By Alex Rowell,
With the race for the 8 November election of the 45th president of the United States having effectively narrowed to just four major contenders, NOW takes a look at where the candidates – Democrats Hillary Clinton and Bernie Sanders, and Republicans Ted Cruz and Donald Trump – stand on five key Middle East policy issues.
As the above graphic illustrates, there is substantial variation not just between but within the Democratic and Republican camps regarding Middle East policy.
On Syria, both Clinton and Sanders seek to depose President Bashar al-Assad by political negotiations, whereas Cruz and Trump have both said the president is preferable to any currently available alternative. While Clinton has argued Assad is the root cause of ISIS, and thus “it’s very important we operate on both [removing ISIS and Assad] at the same time,” Sanders has on several occasions opined that fighting ISIS is a higher priority than ensuring Assad’s exit, which “doesn’t have to happen tomorrow.” Clinton has expressed the most enthusiasm for supporting moderate anti-regime rebel factions, saying the US should “retool and ramp up our efforts to support and equip viable Syrian opposition units” and even calling for a no-fly zone in northern Syria to be managed by a coalition of nations. All three of the other candidates oppose a no-fly zone, though Trump has spoken vaguely of creating a “big, beautiful safe zone” to house internally displaced Syrians. Regarding opposition fighters, Cruz says, “We should stop engaging in the fiction of trying to find these moderate rebels.” This sentiment isshared by Trump: “The so-called ‘moderate’ Syrian rebels pledged their allegiance to ISIS after Obama’s address. We should not be arming them!”
On Iran, despite his declared preference for Assad, Cruz is the most hawkish of the four candidates, calling Tehran “a state sponsor of terrorism that seeks a nuclear bomb to wipe the United States and Israel off the map” and pledging to “rip up and rescind this catastrophic Iranian nuclear deal” on his first day in office. Trump has vowed to “police” the Iran Deal but has stopped short of saying he would undo it, putting him in roughly the same terrain as Clinton, who has called for vigilantly monitoring Iranian compliance. Sanders is the most dovish on Iran, saying “what we have got to do is move as aggressively as we can to normalize relations with Iran.”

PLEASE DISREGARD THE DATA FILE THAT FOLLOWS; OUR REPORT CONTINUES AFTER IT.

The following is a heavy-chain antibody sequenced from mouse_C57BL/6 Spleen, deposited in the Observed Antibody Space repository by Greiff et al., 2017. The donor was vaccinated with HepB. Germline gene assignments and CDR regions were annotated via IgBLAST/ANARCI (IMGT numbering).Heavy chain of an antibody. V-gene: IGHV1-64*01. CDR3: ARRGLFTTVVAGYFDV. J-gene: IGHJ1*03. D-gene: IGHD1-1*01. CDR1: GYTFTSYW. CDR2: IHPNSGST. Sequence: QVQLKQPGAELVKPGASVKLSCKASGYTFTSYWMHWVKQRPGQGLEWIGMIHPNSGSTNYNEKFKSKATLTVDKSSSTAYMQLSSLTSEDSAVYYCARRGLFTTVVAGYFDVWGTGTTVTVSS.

On the fight against ISIS, the Republican candidates have vied to outbid the bombast of one another’s rhetoric, with Trump vowing to “bomb the shit out of ‘em” and Cruz pledging to “find out […] if sand can glow in the dark.” Beyond this “carpet-bombing,” Cruz has called for working closer with Kurdish anti-ISIS militants, while Trump suggests up to 30,000 US ground troops may be needed to do the job. Clinton has outlined a plan involving, among other things, targeting the group’s finances, strengthening the Iraqi army and winning back the support of alienated Iraqi Sunnis (“The task of bringing Sunnis off the sidelines into this new fight will be considerably more difficult. But nonetheless, we need to lay the foundation for a second Sunni awakening”). Sanders has vowed to minimize American involvement in the war, suggesting that regional powers, including Iran, should send ground forces in to defeat them. Clinton, by contrast, has said, “We cannot view Iran and ISIS as separate challenges […] Raising the confidence of our Arab partners and raising the costs to Iran for bad behavior will contribute to a more effective fight against ISIS.”
On Lebanon’s Hezbollah, Clinton and Cruz have characterized the group as a dangerous extension of Iranian regional influence, but have not outlined any specific policy for addressing them. Trump has opined that Hezbollah Secretary-General Hassan Nasrallah will “be gone” by the time he takes office in January 2017. NOW could not find any record of Sanders commenting on Hezbollah.
Finally, on refugees, the Republican candidates oppose granting asylum to any refugees from the Middle East (with the exception of Christians, in Cruz’ case), whereas both the Democrats support the idea. Clinton has endorsed America taking in up to 65,000 refugees, while Sanders has said he doesn’t know the “magic number.” Cruz has described “Hillary Clinton’s idea that we should bring tens of thousands of Syrian Muslim refugees to America [as] nothing less than lunacy.”